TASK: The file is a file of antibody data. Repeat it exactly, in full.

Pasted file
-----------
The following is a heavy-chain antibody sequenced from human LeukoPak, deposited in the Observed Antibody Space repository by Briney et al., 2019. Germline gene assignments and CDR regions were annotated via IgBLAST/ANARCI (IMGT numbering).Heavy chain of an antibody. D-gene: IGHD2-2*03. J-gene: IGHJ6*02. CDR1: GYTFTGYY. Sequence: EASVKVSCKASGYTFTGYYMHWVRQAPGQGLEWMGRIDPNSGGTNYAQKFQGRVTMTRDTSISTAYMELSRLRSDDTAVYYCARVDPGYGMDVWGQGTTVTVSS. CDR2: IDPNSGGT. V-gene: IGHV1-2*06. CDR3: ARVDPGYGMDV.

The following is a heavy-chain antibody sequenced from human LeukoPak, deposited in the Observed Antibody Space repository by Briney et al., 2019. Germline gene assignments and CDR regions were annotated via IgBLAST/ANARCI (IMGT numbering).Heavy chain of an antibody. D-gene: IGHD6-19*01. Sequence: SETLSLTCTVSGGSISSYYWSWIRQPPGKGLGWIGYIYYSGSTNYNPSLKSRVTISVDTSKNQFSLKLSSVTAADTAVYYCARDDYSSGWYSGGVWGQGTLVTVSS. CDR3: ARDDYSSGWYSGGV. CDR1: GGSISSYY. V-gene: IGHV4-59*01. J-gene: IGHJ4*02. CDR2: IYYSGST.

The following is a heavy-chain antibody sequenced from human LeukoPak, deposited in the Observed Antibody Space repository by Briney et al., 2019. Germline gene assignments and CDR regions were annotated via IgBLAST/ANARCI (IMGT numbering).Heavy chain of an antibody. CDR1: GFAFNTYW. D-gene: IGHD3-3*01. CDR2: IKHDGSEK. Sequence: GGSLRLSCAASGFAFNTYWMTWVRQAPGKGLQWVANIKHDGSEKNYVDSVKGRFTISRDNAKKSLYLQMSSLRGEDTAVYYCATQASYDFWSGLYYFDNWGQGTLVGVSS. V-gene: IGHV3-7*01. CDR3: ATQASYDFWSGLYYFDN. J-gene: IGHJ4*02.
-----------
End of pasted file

The following is a heavy-chain antibody sequenced from human LeukoPak, deposited in the Observed Antibody Space repository by Briney et al., 2019. Germline gene assignments and CDR regions were annotated via IgBLAST/ANARCI (IMGT numbering).Heavy chain of an antibody. D-gene: IGHD2-2*03. J-gene: IGHJ6*02. CDR1: GYTFTGYY. Sequence: EASVKVSCKASGYTFTGYYMHWVRQAPGQGLEWMGRIDPNSGGTNYAQKFQGRVTMTRDTSISTAYMELSRLRSDDTAVYYCARVDPGYGMDVWGQGTTVTVSS. CDR2: IDPNSGGT. V-gene: IGHV1-2*06. CDR3: ARVDPGYGMDV.

The following is a heavy-chain antibody sequenced from human LeukoPak, deposited in the Observed Antibody Space repository by Briney et al., 2019. Germline gene assignments and CDR regions were annotated via IgBLAST/ANARCI (IMGT numbering).Heavy chain of an antibody. D-gene: IGHD6-19*01. Sequence: SETLSLTCTVSGGSISSYYWSWIRQPPGKGLGWIGYIYYSGSTNYNPSLKSRVTISVDTSKNQFSLKLSSVTAADTAVYYCARDDYSSGWYSGGVWGQGTLVTVSS. CDR3: ARDDYSSGWYSGGV. CDR1: GGSISSYY. V-gene: IGHV4-59*01. J-gene: IGHJ4*02. CDR2: IYYSGST.

The following is a heavy-chain antibody sequenced from human LeukoPak, deposited in the Observed Antibody Space repository by Briney et al., 2019. Germline gene assignments and CDR regions were annotated via IgBLAST/ANARCI (IMGT numbering).Heavy chain of an antibody. CDR1: GFAFNTYW. D-gene: IGHD3-3*01. CDR2: IKHDGSEK. Sequence: GGSLRLSCAASGFAFNTYWMTWVRQAPGKGLQWVANIKHDGSEKNYVDSVKGRFTISRDNAKKSLYLQMSSLRGEDTAVYYCATQASYDFWSGLYYFDNWGQGTLVGVSS. V-gene: IGHV3-7*01. CDR3: ATQASYDFWSGLYYFDN. J-gene: IGHJ4*02.